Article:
Which offers the best driving experience - the old-school Porsche 911 or the technology-riddled contemporary incarnation of Germany’s long-running road rocket? It’s old vs. new like never before with Anglia Car Auction's 8th April sale.
Words: Calum Brown
Pictures: Anglia Car Auctions
While we understand that modern equivalents of timeless classics push the boundaries of safety, comfort and handling to new levels - are they a patch on the originals in terms of elation and driving experience? The Porsche 911 is the perfect case in point. Does heavy duty crash protection and now commonplace electronic driving aids strip away the raw aspect of excitement so sought after by petrolheads the world over?
On paper at least, the podium place is easily taken by the modern manifestation - cracking 60mph from a standstill in less than 4 seconds and continuing on to well past the legendary 200mph mark. Fuel consumption even pushes 22mpg. The original 911 isn’t exactly slow, especially in ‘S’ form - where it can crack 138mph and destroy the 0-60mph sprint in 7.4 seconds - but for those hunting a cold sweat with an adrenaline filled, tarmac snorting car equivalent to a missile launcher, the original may appear lacklustre.
This is to be expected however, as Porsche have had over fifty years to tune the beloved 911 into perfect shape. Gazing over the original 1963 example, with its air-cooled 2.0-litre unit and underlying shape so familiar with the modern 911, it’s hard not to feel the raw appeal of 911 geneses. It feels light and is keen to rev, with a keen fixation on oversteer - it’s certainly a car that requires your full attention. Not that the current Porsche 911 acts in a gentlemanly manner when undertaking some lairy driving manoeuvres. If these cars were a family, their surname would be Manson.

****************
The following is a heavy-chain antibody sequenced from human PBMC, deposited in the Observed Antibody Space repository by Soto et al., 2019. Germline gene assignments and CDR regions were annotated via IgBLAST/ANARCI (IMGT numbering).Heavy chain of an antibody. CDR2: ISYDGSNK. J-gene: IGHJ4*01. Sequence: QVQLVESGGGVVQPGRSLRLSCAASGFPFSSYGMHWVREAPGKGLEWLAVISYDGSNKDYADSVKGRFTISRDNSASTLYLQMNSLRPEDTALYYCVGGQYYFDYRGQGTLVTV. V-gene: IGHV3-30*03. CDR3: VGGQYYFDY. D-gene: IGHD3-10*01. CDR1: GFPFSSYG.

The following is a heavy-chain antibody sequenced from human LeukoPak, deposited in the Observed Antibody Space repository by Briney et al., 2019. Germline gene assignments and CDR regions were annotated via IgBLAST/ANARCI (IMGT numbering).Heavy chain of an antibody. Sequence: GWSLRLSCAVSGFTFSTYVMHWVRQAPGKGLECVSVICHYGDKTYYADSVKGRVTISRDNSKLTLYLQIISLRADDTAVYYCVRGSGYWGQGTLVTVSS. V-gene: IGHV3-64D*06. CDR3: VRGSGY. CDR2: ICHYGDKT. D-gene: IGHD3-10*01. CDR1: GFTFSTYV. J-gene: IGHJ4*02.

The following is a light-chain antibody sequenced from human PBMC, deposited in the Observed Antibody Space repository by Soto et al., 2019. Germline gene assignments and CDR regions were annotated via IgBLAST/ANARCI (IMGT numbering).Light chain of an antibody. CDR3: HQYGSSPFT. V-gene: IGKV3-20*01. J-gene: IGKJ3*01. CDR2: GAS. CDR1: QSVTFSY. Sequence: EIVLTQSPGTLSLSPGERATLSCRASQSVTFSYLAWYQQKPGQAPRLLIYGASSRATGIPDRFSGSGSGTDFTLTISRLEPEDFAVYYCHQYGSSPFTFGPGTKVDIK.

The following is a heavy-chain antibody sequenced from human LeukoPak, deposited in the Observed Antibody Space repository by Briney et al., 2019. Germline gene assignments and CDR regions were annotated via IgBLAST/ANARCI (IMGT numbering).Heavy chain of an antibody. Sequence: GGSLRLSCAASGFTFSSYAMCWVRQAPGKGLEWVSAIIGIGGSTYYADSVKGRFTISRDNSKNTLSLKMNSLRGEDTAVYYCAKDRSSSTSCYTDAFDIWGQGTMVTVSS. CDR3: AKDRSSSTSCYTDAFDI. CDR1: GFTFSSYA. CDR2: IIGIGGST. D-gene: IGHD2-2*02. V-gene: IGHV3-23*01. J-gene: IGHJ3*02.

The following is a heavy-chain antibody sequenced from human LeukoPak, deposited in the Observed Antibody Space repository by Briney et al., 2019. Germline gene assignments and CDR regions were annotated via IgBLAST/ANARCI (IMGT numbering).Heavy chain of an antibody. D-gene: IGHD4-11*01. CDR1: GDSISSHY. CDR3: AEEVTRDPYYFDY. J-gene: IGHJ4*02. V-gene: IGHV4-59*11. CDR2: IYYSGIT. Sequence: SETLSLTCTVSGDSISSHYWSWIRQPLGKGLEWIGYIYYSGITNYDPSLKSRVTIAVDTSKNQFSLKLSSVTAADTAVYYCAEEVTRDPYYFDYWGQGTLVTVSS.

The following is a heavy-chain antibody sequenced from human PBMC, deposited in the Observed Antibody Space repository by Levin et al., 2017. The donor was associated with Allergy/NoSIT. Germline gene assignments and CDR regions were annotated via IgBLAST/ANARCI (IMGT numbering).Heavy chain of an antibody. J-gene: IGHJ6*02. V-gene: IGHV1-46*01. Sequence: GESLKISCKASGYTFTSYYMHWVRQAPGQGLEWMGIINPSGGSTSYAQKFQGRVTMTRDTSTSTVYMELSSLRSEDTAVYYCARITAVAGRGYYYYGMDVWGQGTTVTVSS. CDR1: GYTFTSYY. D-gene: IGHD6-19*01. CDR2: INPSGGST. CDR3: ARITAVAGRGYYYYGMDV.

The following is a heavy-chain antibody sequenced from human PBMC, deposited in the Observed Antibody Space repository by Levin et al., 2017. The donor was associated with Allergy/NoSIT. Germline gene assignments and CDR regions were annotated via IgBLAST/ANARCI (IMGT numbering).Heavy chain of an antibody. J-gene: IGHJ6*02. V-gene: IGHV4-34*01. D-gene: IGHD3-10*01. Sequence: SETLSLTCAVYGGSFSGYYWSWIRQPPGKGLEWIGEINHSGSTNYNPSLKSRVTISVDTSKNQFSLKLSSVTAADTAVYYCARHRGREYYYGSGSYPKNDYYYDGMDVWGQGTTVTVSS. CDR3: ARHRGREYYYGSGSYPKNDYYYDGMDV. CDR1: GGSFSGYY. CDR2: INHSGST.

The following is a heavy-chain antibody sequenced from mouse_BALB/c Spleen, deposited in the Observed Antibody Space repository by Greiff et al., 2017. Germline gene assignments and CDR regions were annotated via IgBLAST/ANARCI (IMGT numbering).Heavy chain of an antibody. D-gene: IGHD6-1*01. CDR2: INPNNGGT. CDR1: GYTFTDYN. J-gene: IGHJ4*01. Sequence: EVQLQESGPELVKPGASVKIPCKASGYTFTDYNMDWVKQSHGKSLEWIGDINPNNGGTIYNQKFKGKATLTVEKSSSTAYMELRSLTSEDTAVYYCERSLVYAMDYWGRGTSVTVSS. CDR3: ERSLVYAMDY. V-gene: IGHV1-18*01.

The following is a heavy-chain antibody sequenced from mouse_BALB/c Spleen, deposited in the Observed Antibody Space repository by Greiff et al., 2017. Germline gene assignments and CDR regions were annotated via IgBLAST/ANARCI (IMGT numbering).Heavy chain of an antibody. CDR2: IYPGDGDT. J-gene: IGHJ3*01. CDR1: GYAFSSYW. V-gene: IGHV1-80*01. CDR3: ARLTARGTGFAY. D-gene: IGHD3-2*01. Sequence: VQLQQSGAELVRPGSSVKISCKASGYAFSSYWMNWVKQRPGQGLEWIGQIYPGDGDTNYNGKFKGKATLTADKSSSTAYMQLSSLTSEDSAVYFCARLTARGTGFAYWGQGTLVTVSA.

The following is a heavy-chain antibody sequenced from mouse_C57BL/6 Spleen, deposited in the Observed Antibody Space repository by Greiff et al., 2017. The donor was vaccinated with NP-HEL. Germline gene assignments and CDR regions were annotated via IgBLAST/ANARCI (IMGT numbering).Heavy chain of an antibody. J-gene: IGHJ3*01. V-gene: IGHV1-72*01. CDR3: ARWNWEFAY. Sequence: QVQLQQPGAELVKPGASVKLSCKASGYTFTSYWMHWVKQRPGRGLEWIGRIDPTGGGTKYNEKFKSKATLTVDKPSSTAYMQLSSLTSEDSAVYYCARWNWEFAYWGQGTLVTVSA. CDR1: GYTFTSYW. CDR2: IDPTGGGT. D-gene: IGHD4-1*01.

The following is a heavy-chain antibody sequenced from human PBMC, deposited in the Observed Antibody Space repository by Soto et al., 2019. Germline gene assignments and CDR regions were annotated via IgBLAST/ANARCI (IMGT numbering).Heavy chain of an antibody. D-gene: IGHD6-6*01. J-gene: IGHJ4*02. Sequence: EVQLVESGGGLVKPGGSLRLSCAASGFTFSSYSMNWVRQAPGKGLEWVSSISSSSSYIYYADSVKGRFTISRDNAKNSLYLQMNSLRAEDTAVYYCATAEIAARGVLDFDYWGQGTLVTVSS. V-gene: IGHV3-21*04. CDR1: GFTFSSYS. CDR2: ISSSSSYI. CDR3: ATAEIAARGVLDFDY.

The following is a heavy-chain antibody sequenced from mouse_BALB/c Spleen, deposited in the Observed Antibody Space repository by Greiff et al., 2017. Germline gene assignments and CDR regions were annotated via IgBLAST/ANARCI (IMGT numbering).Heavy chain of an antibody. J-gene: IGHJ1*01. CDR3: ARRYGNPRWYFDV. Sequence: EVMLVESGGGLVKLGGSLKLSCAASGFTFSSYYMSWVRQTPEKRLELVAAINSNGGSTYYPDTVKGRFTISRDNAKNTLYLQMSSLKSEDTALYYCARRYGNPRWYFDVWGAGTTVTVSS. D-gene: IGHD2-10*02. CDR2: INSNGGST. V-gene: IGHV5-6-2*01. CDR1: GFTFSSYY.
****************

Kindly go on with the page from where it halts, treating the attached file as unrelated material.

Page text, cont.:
Both are capable of developing a tail-led slip angle with the slightest unwary twitch of the steering wheel, but the difference between old and new boils down to one aspect: the current model is (slightly) more forgiving when regaining control. A bit like Margaret Thatcher would be more forgiving than Vlad the Impaler.
While the new car may have better protection should the turbo lag spin you backwards through an Aga showroom, and offer improved reliability from advanced mechanicals alongside preferable comfort levels and sound deadening - it lacks the same soul oozing out of the older versions.
Perhaps it’s the clean cut noise from the 1960s exhaust that leaves the prevailing scream spouted from today’s 911 sounding a bit too techno, or the smooth styling donned by the first models that results in a new Porsche 911 appearing overly brutish. All we can determine is that the 1960s 911 is nicer to look at, more satisfying to hear when driving past and far fresher to drive. It’s far less comfortable and nowhere near as quick, yet the feeling of heritage within an original 911 is near impossible to beat.
It makes financial sense too - with classic Porsche 911s climbing up the cost ladder, as new-fangled examples slip down the huge depreciation ladder - unless you go for a special edition, which costs more than a house in the first place.
In essence, it all boils down to personal preference - but for a slice of Porsche history and raw, exciting automotive pleasure, we can’t recommend the original 911 enough.